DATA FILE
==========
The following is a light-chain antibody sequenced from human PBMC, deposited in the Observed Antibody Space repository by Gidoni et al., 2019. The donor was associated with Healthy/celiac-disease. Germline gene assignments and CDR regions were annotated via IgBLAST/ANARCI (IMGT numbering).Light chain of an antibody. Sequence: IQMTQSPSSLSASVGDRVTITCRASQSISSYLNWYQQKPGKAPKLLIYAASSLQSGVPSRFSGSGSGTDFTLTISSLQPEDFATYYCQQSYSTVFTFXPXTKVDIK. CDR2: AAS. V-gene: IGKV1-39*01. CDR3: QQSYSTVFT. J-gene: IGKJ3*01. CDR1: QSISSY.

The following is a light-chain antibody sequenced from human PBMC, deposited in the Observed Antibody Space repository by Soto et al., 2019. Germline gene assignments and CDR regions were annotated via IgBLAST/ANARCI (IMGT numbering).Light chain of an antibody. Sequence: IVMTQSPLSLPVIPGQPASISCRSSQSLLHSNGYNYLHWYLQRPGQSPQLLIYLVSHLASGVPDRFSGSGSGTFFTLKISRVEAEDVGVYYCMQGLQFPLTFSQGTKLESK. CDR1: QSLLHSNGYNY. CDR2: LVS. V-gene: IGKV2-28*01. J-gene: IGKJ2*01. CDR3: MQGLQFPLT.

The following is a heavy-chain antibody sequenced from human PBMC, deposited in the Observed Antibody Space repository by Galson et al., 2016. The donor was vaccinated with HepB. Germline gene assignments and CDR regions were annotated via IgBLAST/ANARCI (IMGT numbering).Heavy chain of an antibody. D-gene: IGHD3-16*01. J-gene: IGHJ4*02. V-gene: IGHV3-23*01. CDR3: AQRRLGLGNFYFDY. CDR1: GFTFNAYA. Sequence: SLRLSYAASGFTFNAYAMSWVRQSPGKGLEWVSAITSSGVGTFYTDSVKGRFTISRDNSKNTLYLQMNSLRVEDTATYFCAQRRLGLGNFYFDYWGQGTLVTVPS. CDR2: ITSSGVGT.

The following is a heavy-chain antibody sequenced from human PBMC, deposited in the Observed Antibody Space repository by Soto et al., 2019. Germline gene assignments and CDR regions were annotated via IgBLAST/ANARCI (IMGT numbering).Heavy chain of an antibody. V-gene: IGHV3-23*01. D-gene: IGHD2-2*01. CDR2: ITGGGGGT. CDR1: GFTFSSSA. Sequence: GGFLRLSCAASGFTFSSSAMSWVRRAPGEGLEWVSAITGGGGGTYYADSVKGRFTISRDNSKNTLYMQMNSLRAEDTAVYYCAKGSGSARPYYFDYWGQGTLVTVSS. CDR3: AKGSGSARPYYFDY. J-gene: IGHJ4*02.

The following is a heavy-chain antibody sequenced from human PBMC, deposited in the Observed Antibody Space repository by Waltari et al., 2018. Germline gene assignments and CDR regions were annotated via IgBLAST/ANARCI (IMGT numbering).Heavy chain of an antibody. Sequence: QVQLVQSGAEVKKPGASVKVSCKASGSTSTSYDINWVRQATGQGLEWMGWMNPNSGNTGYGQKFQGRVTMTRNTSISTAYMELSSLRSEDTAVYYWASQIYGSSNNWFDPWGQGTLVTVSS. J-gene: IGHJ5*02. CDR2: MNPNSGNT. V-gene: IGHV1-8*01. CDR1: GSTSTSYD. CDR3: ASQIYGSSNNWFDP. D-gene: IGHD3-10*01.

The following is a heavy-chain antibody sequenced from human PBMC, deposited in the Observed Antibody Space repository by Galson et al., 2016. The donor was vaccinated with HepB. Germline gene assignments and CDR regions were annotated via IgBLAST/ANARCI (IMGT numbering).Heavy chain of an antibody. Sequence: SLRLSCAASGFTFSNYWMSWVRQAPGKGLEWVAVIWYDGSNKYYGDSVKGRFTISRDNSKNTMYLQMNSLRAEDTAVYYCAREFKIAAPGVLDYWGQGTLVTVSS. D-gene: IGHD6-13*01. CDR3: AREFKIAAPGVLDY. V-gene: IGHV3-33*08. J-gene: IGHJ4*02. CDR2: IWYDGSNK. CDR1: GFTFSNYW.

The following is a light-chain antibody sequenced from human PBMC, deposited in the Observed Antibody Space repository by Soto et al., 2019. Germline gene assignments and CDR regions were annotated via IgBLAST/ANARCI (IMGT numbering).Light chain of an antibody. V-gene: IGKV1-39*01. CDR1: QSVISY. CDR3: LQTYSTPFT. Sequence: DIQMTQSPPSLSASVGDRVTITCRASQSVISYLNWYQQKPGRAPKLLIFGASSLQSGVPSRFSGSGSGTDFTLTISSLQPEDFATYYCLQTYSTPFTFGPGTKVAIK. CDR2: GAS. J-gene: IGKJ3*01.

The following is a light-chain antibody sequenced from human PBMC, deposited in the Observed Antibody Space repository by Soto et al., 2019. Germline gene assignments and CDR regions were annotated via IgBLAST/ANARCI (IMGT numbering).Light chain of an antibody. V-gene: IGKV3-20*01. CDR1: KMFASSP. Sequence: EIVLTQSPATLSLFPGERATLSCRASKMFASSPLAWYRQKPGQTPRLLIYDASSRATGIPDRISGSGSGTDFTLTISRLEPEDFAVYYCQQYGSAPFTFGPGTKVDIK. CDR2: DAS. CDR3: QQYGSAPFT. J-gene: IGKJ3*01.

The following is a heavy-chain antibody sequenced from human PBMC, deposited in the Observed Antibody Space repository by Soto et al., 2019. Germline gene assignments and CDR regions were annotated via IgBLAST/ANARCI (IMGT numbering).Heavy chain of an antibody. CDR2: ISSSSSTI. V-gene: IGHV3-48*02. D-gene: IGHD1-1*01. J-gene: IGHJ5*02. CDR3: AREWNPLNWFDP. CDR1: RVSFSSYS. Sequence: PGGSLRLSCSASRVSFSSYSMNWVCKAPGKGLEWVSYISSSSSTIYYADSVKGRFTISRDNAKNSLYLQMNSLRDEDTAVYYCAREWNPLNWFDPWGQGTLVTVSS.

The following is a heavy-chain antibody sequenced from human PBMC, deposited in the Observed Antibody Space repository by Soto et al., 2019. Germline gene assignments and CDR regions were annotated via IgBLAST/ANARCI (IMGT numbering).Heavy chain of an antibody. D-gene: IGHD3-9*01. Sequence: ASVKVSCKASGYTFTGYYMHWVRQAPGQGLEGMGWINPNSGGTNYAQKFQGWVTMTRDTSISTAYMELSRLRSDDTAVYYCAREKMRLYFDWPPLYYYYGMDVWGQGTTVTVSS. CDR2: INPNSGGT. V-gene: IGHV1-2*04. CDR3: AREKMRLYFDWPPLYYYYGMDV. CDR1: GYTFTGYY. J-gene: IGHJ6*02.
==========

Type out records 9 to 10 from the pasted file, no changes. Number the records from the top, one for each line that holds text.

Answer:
The following is a heavy-chain antibody sequenced from human PBMC, deposited in the Observed Antibody Space repository by Soto et al., 2019. Germline gene assignments and CDR regions were annotated via IgBLAST/ANARCI (IMGT numbering).Heavy chain of an antibody. CDR2: ISSSSSTI. V-gene: IGHV3-48*02. D-gene: IGHD1-1*01. J-gene: IGHJ5*02. CDR3: AREWNPLNWFDP. CDR1: RVSFSSYS. Sequence: PGGSLRLSCSASRVSFSSYSMNWVCKAPGKGLEWVSYISSSSSTIYYADSVKGRFTISRDNAKNSLYLQMNSLRDEDTAVYYCAREWNPLNWFDPWGQGTLVTVSS.

The following is a heavy-chain antibody sequenced from human PBMC, deposited in the Observed Antibody Space repository by Soto et al., 2019. Germline gene assignments and CDR regions were annotated via IgBLAST/ANARCI (IMGT numbering).Heavy chain of an antibody. D-gene: IGHD3-9*01. Sequence: ASVKVSCKASGYTFTGYYMHWVRQAPGQGLEGMGWINPNSGGTNYAQKFQGWVTMTRDTSISTAYMELSRLRSDDTAVYYCAREKMRLYFDWPPLYYYYGMDVWGQGTTVTVSS. CDR2: INPNSGGT. V-gene: IGHV1-2*04. CDR3: AREKMRLYFDWPPLYYYYGMDV. CDR1: GYTFTGYY. J-gene: IGHJ6*02.